Zebra Mussel Monitoring Program

Water-Quality Monitoring

Conductive temperature, pH, concentrations of calcium and dissolved oxygen, and other physiochemical water properties are critical for zebra mussel survival, growth, and reproduction. Collection of water-quality data assists in risk assessments for zebra mussel infestation and studies of population dynamics. Together with the zebra mussel occurrence and distribution data, the water-quality data we collect enhances our understanding of dreissenid mussel ecology and potential range in temperate, low-latitude waters.

We use automated water-quality data sondes to measure and record water temperature, dissolved oxygen, specific conductance, and pH at five-foot depth intervals—from the lowest depth to the surface—providing a spatial profile of water-quality conditions. Discrete water-quality samples are collected at a subset of sites and are kept below 5° C until shipped to the USGS National Water Quality Laboratory in Denver, Colo. The water-quality samples are analyzed for nutrients, common ions (such as calcium), and alkalinity. Water-quality data has been averaged from all sites at each study area and are available by choosing a study area from the locations tab on the navigation bar.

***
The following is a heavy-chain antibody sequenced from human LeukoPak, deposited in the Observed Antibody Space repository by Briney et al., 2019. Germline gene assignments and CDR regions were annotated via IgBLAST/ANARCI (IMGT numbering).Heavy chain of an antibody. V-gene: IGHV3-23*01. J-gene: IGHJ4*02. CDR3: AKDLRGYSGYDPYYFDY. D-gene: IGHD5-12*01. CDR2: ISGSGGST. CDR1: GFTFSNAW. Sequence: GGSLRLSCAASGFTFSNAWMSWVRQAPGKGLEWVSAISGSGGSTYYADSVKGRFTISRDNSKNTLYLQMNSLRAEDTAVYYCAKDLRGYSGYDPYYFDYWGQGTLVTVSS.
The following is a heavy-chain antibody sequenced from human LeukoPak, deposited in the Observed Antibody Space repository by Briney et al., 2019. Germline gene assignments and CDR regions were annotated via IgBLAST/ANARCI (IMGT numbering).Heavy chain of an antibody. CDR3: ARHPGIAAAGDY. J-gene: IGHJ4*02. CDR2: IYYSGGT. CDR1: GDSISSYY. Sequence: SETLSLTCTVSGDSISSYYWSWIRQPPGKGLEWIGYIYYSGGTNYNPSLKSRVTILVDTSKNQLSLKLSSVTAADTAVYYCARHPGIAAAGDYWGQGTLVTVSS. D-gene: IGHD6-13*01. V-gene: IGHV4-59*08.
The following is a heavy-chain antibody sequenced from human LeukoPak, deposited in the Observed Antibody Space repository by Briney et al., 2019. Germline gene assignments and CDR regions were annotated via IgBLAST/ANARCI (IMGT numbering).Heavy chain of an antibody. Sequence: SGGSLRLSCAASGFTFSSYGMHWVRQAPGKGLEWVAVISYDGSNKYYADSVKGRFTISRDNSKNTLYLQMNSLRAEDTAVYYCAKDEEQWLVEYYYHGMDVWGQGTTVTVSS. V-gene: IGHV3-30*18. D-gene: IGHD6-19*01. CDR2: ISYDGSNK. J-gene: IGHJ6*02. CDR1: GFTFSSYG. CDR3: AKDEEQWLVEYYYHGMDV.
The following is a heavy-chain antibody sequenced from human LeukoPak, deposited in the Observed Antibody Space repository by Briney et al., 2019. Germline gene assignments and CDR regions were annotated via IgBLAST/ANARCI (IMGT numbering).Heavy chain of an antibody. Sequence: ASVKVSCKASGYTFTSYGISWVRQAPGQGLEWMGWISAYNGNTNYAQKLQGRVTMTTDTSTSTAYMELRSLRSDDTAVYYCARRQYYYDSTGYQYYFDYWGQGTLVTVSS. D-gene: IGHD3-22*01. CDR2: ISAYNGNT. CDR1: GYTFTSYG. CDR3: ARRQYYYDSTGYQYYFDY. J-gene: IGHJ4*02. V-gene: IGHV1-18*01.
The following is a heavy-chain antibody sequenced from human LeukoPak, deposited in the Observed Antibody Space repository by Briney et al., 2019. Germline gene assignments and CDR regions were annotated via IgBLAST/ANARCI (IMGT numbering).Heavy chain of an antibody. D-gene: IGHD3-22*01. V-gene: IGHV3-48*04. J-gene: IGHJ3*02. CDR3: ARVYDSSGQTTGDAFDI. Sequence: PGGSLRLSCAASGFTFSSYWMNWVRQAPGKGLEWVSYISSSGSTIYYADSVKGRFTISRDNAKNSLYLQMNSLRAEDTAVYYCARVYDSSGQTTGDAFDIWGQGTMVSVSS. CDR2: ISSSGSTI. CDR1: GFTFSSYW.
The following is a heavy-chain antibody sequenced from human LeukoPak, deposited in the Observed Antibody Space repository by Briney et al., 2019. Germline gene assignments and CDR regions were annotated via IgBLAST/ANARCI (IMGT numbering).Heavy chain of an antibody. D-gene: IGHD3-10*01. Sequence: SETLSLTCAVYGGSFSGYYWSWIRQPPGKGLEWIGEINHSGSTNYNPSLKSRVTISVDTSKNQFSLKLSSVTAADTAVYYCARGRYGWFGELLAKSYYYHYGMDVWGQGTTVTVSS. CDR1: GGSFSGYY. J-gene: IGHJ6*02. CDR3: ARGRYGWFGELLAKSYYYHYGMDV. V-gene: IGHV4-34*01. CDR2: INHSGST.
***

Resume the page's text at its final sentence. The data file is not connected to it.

At Reservoirs

Hydro Tech deploying EXO2 sonde for water quality measurements

In addition to data from automated water-quality sondes, discrete water-quality samples are collected using standard USGS protocols at a minimum of two discrete points in the water column at selected sites. Discrete water-quality samples are analyzed for alkalinity, major ions (calcium, chloride, fluoride, magnesium, potassium, silica, sodium, and sulfate) and nutrients (nitrogen, nitrites, nitrates, phosphorus, and orthophosphate).

At Rivers and Creeks

Over the shoulder view of Hydrotech standing on a large bridge, lowering sampling equipment off the side of the bridge

Water-quality sondes are used to measure basic water-quality characteristics (water temperature, dissolved oxygen, pH, specific conductivity) from rivers and creeks, usually by lowering the sonde down to the water from a bridge. All water-quality samples are stored in the USGS National Water Information System (NWIS).